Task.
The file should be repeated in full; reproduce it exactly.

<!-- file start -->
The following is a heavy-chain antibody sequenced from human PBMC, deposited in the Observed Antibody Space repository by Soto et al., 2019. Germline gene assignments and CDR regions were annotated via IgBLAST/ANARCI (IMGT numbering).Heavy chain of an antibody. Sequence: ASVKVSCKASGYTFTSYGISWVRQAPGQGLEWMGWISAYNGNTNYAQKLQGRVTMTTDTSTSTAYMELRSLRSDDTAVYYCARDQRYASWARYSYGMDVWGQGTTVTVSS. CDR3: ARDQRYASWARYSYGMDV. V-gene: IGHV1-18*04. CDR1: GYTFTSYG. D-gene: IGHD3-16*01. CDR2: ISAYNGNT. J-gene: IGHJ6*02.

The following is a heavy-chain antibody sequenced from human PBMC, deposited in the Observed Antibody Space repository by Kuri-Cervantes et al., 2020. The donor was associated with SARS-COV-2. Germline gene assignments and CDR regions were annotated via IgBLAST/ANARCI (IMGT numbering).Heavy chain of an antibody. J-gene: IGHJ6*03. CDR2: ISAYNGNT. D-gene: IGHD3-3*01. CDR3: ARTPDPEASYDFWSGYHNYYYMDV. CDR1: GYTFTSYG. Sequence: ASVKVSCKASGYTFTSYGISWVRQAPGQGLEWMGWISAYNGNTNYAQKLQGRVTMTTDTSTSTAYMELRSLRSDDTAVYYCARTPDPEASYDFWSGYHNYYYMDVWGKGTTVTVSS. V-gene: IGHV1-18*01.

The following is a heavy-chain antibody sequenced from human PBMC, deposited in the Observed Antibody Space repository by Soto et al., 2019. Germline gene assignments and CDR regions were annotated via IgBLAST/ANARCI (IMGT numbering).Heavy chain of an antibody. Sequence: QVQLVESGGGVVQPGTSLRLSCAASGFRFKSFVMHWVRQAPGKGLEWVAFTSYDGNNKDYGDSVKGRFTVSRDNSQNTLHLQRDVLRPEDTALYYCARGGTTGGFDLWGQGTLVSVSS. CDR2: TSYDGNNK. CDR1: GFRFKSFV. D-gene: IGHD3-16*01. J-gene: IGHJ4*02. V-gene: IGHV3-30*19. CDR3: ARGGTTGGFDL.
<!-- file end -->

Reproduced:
The following is a heavy-chain antibody sequenced from human PBMC, deposited in the Observed Antibody Space repository by Soto et al., 2019. Germline gene assignments and CDR regions were annotated via IgBLAST/ANARCI (IMGT numbering).Heavy chain of an antibody. Sequence: ASVKVSCKASGYTFTSYGISWVRQAPGQGLEWMGWISAYNGNTNYAQKLQGRVTMTTDTSTSTAYMELRSLRSDDTAVYYCARDQRYASWARYSYGMDVWGQGTTVTVSS. CDR3: ARDQRYASWARYSYGMDV. V-gene: IGHV1-18*04. CDR1: GYTFTSYG. D-gene: IGHD3-16*01. CDR2: ISAYNGNT. J-gene: IGHJ6*02.

The following is a heavy-chain antibody sequenced from human PBMC, deposited in the Observed Antibody Space repository by Kuri-Cervantes et al., 2020. The donor was associated with SARS-COV-2. Germline gene assignments and CDR regions were annotated via IgBLAST/ANARCI (IMGT numbering).Heavy chain of an antibody. J-gene: IGHJ6*03. CDR2: ISAYNGNT. D-gene: IGHD3-3*01. CDR3: ARTPDPEASYDFWSGYHNYYYMDV. CDR1: GYTFTSYG. Sequence: ASVKVSCKASGYTFTSYGISWVRQAPGQGLEWMGWISAYNGNTNYAQKLQGRVTMTTDTSTSTAYMELRSLRSDDTAVYYCARTPDPEASYDFWSGYHNYYYMDVWGKGTTVTVSS. V-gene: IGHV1-18*01.

The following is a heavy-chain antibody sequenced from human PBMC, deposited in the Observed Antibody Space repository by Soto et al., 2019. Germline gene assignments and CDR regions were annotated via IgBLAST/ANARCI (IMGT numbering).Heavy chain of an antibody. Sequence: QVQLVESGGGVVQPGTSLRLSCAASGFRFKSFVMHWVRQAPGKGLEWVAFTSYDGNNKDYGDSVKGRFTVSRDNSQNTLHLQRDVLRPEDTALYYCARGGTTGGFDLWGQGTLVSVSS. CDR2: TSYDGNNK. CDR1: GFRFKSFV. D-gene: IGHD3-16*01. J-gene: IGHJ4*02. V-gene: IGHV3-30*19. CDR3: ARGGTTGGFDL.